(Tom) #57

Followed the exact recipe using store bought King Arthur Flour, I only included Sun Flower Seeds the others were omitted. My starter was 83% hydration all wheat with 13hr overnight proofing. The loaf came out perfect, excellent tang and oven spring. A great addition to my repertoire, thanks.


(Phillip) #58

I know how you feel with this dough in comparison to the Breadtopia video. No matter what I’ve done, it borders on soupy after the bulk fermentation. The final product tends to be excellent, which never ceases to amaze me, since the pre-baked dough is consistently very wet, very sticky. I’ve also got a digital scale, so I have no doubt that my ratios correspond to the recipe. My dream is one day actually to hold unbaked, rye dough successfully in my hand. At least for a moment…


(Paul) #59

A couple things:

  1. Rye dough is always very sticky compared with wheat flours.
  2. Because so many things that really matter in baking a loaf of bread (especially when leavening with sourdough and baking with heirloom gains) are impossible to account for in a recipe, including variations from one flour to another, variations in proofing temperature, variations in starter activity, etc, etc, etc, I think that you should always use the specifics of a bread recipe as just a starting point and freely modify to compensate for your present conditions. Modifications that I find myself making on almost every bake include the hydration level and the bulk proofing time.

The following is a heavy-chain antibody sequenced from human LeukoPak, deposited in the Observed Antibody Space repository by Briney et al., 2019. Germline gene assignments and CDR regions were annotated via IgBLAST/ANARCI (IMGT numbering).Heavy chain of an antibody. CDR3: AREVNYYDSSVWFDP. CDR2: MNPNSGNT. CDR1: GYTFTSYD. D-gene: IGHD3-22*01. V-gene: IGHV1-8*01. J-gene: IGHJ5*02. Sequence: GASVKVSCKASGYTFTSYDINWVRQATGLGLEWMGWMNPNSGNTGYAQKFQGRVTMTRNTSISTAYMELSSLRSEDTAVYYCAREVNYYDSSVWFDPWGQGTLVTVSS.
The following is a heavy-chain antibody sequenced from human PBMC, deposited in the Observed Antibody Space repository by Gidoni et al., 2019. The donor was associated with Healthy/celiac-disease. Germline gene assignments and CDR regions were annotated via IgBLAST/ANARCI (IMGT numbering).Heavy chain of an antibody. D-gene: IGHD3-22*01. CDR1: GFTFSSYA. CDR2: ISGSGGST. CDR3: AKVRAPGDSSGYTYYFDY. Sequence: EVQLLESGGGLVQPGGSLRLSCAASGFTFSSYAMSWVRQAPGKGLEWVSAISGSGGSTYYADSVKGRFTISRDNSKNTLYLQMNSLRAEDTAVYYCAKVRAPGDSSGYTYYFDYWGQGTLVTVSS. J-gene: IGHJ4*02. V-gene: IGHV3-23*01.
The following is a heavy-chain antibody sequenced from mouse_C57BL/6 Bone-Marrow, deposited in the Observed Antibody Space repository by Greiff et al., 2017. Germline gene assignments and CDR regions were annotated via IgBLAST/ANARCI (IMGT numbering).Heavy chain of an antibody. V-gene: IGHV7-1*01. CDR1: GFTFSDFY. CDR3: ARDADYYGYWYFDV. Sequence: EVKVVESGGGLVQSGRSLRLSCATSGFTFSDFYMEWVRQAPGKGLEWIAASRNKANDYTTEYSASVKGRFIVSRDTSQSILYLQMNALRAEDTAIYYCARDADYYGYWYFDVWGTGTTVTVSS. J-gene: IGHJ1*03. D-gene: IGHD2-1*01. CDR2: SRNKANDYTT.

If you are always getting dough that is way too wet, try increasing the amount of flour (or decreasing the amount of water) in 50g increments.

If the dough starts off workable and then becomes too soupy by the end of your bulk proofing period, try decreasing the bulk proofing time in increments of an hour or even two.


No Knead Loaf slightly gummy,and off color, not really white
(Phillip) #60

I tried it again with slightly lower hydration, and that really made a difference in how manageable the dough was. Thanks for all of the pointers! I’ve always loved the flavor of this loaf, which is now even more doable.